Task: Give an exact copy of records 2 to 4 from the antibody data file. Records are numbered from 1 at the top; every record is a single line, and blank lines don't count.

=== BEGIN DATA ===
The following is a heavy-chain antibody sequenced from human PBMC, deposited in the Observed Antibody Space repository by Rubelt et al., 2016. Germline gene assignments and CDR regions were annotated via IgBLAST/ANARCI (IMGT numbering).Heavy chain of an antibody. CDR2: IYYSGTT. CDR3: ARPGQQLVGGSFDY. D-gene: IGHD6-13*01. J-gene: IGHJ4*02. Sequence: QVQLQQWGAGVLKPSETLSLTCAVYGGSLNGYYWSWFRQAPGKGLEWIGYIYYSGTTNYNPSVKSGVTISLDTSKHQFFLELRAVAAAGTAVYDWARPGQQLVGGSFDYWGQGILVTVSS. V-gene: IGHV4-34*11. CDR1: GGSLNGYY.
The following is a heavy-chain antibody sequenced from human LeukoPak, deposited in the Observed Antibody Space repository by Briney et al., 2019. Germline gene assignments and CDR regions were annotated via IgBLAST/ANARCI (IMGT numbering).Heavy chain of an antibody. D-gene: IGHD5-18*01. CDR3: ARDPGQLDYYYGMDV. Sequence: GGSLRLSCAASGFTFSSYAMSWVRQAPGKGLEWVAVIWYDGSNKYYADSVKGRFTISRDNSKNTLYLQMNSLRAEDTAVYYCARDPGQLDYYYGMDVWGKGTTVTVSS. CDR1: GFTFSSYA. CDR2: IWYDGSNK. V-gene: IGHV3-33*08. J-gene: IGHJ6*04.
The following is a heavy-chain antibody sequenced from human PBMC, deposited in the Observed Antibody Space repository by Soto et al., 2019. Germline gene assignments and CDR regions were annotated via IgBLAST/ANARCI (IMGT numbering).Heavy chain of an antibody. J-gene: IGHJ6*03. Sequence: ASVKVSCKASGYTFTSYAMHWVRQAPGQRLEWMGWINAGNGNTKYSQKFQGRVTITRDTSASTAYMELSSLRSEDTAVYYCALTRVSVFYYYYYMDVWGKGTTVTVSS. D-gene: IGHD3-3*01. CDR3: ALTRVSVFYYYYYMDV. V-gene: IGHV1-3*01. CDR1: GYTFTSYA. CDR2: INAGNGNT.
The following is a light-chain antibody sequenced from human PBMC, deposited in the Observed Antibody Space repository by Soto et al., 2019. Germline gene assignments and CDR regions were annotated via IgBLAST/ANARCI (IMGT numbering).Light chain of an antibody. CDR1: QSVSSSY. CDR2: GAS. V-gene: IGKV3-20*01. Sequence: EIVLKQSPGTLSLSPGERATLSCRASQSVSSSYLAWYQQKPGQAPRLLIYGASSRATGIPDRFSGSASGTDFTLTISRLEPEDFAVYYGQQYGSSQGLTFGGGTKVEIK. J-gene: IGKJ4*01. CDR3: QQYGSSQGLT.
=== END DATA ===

The following is a heavy-chain antibody sequenced from human LeukoPak, deposited in the Observed Antibody Space repository by Briney et al., 2019. Germline gene assignments and CDR regions were annotated via IgBLAST/ANARCI (IMGT numbering).Heavy chain of an antibody. D-gene: IGHD5-18*01. CDR3: ARDPGQLDYYYGMDV. Sequence: GGSLRLSCAASGFTFSSYAMSWVRQAPGKGLEWVAVIWYDGSNKYYADSVKGRFTISRDNSKNTLYLQMNSLRAEDTAVYYCARDPGQLDYYYGMDVWGKGTTVTVSS. CDR1: GFTFSSYA. CDR2: IWYDGSNK. V-gene: IGHV3-33*08. J-gene: IGHJ6*04.
The following is a heavy-chain antibody sequenced from human PBMC, deposited in the Observed Antibody Space repository by Soto et al., 2019. Germline gene assignments and CDR regions were annotated via IgBLAST/ANARCI (IMGT numbering).Heavy chain of an antibody. J-gene: IGHJ6*03. Sequence: ASVKVSCKASGYTFTSYAMHWVRQAPGQRLEWMGWINAGNGNTKYSQKFQGRVTITRDTSASTAYMELSSLRSEDTAVYYCALTRVSVFYYYYYMDVWGKGTTVTVSS. D-gene: IGHD3-3*01. CDR3: ALTRVSVFYYYYYMDV. V-gene: IGHV1-3*01. CDR1: GYTFTSYA. CDR2: INAGNGNT.
The following is a light-chain antibody sequenced from human PBMC, deposited in the Observed Antibody Space repository by Soto et al., 2019. Germline gene assignments and CDR regions were annotated via IgBLAST/ANARCI (IMGT numbering).Light chain of an antibody. CDR1: QSVSSSY. CDR2: GAS. V-gene: IGKV3-20*01. Sequence: EIVLKQSPGTLSLSPGERATLSCRASQSVSSSYLAWYQQKPGQAPRLLIYGASSRATGIPDRFSGSASGTDFTLTISRLEPEDFAVYYGQQYGSSQGLTFGGGTKVEIK. J-gene: IGKJ4*01. CDR3: QQYGSSQGLT.